Nuchal translucency Scan is a test used to predict those women who are at high risk of having a baby with chromosomal abnormalities such as Down syndrome, trisomy 18 (Edwards syndrome) and trisomy 13 (Patau syndrome). This screening test does not diagnose a chromosomal abnormality, but may identify those who are at greater risk, compared to other women of the same age. The test involves a specialised ultrasound scan combined with the results of a blood test that measures the amount of two pregnancy hormones. The nuchal translucency ultrasound can only be performed between 11 weeks’ + 3 days’ gestation and 13 weeks’ + 6 days’ gestation.
Empty bladder 90 mins prior to appointment, drink 500ml of water over the next 60 mins and hold.
Book at 12 weeks 4 days preferably.
What happens during the procedure
You will be asked to lie on the examination bed. Ultrasound gel will be applied to the lower abdomen and the sonographer will slide and rotate the transducer over this area, creating images of the fetus on the screen. The sonographer will assess the size and number of the fetus and the presence of a heartbeat. The sonographer will carefully assess the thickness of the nuchal translucency. The established criterion for accurate measurement is strict, so the scan may take some time. Occasionally the position of the fetus can make the measurement of the nuchal translucency difficult. In such a case, another scan may need to be performed later in the day, or on a different day.
Sometimes, with your consent, a transvaginal ultrasound may be necessary, using a specifically designed thin probe gently inserted into the vagina. This usually produces clearer images of the developing pregnancy as the probe lies very close to the pelvic organs. A protective, disposable sheath covers the transvaginal probe, which is sterilised. There is no risk to the mother or the fetus during a transvaginal ultrasound. Your height and weight will be measured before or after your scan.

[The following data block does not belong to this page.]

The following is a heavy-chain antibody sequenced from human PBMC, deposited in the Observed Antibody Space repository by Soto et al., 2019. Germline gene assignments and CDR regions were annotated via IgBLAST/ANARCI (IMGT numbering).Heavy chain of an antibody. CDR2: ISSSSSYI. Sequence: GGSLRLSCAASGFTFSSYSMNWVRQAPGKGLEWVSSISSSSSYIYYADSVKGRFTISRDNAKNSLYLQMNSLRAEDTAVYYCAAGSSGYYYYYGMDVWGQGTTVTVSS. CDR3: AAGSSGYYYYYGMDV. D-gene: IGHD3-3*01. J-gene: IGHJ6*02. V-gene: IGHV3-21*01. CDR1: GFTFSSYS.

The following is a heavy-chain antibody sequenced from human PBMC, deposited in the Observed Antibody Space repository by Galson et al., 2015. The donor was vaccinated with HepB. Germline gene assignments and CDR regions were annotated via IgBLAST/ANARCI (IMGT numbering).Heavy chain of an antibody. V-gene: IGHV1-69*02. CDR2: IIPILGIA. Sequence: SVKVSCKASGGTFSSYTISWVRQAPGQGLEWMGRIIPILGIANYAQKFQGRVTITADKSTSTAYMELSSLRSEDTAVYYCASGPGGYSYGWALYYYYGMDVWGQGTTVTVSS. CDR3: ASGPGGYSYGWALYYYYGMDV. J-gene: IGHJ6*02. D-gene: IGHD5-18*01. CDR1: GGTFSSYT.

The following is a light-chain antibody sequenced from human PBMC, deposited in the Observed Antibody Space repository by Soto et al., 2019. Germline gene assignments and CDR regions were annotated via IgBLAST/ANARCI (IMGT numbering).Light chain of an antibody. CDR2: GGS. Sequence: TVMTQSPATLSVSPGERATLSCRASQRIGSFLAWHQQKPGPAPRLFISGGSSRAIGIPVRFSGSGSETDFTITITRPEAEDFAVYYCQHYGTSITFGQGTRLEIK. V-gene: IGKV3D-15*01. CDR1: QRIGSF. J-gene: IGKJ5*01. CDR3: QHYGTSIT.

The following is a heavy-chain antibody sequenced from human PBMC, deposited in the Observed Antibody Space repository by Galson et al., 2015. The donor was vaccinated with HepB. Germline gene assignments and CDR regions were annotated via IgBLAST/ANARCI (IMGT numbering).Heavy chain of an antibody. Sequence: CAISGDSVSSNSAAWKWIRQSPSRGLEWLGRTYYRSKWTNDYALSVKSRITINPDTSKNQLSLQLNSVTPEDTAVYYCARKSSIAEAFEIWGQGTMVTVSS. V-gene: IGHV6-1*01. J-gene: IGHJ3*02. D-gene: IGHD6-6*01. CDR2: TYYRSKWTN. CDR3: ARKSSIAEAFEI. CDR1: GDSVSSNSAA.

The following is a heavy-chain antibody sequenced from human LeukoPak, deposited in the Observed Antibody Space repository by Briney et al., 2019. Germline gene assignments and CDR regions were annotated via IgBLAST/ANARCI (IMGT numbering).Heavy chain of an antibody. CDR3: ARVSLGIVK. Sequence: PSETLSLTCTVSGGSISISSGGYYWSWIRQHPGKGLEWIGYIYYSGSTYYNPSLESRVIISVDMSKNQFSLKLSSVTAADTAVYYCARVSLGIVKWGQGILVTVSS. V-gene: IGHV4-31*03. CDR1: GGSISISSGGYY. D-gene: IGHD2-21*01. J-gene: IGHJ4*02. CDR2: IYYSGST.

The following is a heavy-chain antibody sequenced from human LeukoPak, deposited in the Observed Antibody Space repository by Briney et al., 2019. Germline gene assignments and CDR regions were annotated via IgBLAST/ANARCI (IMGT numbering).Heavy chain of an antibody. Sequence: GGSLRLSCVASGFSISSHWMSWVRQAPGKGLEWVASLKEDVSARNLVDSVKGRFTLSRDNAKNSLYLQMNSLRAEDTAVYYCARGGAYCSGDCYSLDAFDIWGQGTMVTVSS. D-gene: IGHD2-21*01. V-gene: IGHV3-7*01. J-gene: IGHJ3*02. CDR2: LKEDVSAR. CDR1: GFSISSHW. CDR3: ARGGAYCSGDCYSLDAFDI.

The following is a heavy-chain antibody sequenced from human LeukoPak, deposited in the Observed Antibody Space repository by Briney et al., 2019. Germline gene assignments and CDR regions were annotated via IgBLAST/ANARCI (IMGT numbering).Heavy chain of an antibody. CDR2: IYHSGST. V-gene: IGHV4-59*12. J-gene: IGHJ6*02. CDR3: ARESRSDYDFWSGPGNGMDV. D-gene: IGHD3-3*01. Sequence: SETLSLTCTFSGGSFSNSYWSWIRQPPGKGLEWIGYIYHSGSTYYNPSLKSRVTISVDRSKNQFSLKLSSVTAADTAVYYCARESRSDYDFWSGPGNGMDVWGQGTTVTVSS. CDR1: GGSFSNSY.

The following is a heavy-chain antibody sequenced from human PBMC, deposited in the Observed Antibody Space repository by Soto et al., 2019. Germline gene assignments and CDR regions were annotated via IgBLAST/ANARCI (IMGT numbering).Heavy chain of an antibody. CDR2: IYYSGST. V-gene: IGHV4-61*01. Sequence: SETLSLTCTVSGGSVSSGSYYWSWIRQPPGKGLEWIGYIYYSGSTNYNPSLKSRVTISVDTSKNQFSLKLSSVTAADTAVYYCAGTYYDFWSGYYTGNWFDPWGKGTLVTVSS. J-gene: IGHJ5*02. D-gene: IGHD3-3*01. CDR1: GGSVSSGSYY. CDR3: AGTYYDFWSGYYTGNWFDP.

How long does it take?
Usually the scan takes between 30-60 minutes to complete.
After your examination
Specialised software developed by the Fetal Medicine Foundation, will be used to calculate the risk of Down Syndrome and other chromosomal abnormalities, including trisomy 13 and trisomy 18. The individual adjusted risk for your pregnancy is calculated according to your age, gestational age of your baby, the measurement of the nuchal translucency, the presence or absence of the fetal nasal bone and your blood test results. This may be higher or lower than your background risk. A risk greater than 1 in 300 is high and further testing may be required.
Your images and report
After your examination, you will be given a copy of the most pertinent images from your study. A report will be given to you with the images, or sent directly back to your referring doctor by fax or email. PRP will store digital copies of all studies on our secure database for comparison with any future examinations.
Please bring any previous images with you for comparison.
It is important that you return to your doctor with your examination results. Whether they are normal or abnormal, your doctor needs to know promptly so that a management plan can be formulated.